I’ve Dedicated My Life To Fighting For My Clients

Defending You Against Damaging Assault And Battery Charges In Illinois

In Illinois, being accused of assault doesn’t always mean physical contact was made. It’s enough if your actions were perceived as threatening, such as clenching a fist or yelling a threat. I’ve seen how assault and battery charges often go hand in hand, since the latter involves following through on the threat with physical contact. The stakes are high with aggravated assault, which can range from a Class A misdemeanor to a Class 4 felony, carrying penalties from county jail to state prison time.

At PGO Law Firm, I take the time to delve into your case and understand every facet of the charges against you. I know that “threatening behavior” can be subjective, and it’s possible to face assault charges without any intent to harm. If you find yourself in this tough spot, I’m here to offer my seasoned legal support.

Understanding Aggravated Assault Charges

Simple assault occurs when someone fears harm because of another’s actions. This could be a threat or an attempt at violence, regardless of whether it was acted upon. Aggravated assault happens when certain factors are present that escalate the charge and potential penalties.

These factors include using a deadly weapon, hiding your identity or concealing a weapon, discharging a firearm during an assault or assaulting specific individuals such as law enforcement, firefighters, teachers, the elderly or the handicapped. Assault against a public aid department employee or an employee of the state of Illinois is also considered aggravated assault.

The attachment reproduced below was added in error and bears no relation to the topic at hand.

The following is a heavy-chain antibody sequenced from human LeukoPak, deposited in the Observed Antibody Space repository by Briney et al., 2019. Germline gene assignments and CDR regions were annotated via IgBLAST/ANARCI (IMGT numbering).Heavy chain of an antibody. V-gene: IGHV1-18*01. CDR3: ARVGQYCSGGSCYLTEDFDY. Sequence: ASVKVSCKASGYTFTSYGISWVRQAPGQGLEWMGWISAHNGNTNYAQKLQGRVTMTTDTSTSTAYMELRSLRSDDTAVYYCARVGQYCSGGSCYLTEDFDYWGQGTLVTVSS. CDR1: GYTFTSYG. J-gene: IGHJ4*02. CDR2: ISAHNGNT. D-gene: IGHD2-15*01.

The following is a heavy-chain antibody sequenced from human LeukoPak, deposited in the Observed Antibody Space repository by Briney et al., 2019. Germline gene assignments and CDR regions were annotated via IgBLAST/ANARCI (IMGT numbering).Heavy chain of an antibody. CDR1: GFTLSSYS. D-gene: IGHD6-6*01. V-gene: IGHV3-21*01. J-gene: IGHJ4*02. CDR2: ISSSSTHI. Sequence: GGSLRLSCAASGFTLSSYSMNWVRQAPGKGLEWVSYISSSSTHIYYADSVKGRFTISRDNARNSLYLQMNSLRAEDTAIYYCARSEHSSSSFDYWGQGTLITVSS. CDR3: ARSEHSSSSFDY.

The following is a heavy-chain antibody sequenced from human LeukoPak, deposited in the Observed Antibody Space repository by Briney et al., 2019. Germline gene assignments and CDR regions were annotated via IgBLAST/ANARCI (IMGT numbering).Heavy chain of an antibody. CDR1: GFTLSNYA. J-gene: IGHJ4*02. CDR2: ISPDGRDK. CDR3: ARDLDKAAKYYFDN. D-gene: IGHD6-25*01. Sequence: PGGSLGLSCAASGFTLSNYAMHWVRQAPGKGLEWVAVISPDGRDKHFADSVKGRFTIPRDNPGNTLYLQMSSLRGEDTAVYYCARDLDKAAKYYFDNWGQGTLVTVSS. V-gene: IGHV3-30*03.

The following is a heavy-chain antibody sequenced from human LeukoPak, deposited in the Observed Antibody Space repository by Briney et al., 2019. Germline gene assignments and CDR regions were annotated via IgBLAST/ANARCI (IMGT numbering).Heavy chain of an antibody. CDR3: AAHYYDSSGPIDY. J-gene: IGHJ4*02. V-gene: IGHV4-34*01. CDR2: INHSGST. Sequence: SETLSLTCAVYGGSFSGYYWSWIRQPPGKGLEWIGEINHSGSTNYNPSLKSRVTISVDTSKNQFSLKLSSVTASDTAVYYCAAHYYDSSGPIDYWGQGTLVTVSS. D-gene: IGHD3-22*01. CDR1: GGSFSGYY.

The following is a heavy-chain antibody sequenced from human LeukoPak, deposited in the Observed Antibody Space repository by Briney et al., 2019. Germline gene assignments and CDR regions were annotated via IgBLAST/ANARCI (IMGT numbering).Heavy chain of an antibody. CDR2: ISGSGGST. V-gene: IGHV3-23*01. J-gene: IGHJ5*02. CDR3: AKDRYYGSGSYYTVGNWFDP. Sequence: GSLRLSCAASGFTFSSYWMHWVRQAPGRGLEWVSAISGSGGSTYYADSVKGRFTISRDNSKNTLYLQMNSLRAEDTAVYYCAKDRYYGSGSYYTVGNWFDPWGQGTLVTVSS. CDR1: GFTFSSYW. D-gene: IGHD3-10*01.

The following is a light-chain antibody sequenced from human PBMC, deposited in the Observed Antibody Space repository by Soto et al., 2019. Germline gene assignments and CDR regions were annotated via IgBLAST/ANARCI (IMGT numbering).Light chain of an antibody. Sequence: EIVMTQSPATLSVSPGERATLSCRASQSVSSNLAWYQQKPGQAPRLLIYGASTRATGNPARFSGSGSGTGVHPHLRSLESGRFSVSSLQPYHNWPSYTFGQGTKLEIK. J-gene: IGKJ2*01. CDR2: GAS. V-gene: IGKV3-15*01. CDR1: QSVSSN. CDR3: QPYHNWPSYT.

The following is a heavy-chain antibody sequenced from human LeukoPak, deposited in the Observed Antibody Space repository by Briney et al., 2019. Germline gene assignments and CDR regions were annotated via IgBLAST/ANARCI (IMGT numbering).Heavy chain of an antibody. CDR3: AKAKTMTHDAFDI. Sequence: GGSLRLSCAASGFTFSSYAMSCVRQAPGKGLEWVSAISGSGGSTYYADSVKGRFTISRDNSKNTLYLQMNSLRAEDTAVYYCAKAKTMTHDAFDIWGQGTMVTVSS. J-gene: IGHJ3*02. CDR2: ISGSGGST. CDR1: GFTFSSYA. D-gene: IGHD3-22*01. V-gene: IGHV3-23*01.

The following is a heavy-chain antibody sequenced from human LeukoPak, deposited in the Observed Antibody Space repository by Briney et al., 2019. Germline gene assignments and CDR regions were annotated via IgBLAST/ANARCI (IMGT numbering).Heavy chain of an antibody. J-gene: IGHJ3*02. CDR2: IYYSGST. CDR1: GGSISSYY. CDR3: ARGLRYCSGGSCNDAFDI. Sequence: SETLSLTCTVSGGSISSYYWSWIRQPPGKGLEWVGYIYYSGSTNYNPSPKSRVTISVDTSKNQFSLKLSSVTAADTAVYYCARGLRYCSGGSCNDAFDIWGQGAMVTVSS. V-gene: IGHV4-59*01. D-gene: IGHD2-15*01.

Navigating Battery Charges In Illinois

If you have made physical contact with someone in a confrontational or offensive way, you might be charged with battery. Often, this follows a threat, which is why assault and battery charges are common partners.

Typically, a battery charge is a Class A misdemeanor in Illinois, but the consequences can be far-reaching, including fines up to $2,500, up to one year in prison or probation, community service and a permanent criminal record that could affect future job or housing opportunities. In addition to these consequences, a conviction will also mean a permanent mark on your criminal record, which will show up on background checks when applying for jobs and housing.

What Constitutes Aggravated Battery?

Aggravated battery involves severe actions, such as causing significant bodily harm or using a dangerous explosive or chemical. A battery is also considered aggravated if the harm is inflicted on specific individuals like police officers or firefighters or if the victim is elderly.

Your Freedom Matters: Let’s Fight These Charges Together

When your freedom is at stake, you need a lawyer who will fight tenaciously for your rights, ensuring the full protection of the law is on your side. Contact me today at PGO Law Firm by calling 630-912-5051 or by filling out my online contact form to schedule a free consultation at my New Lenox law office.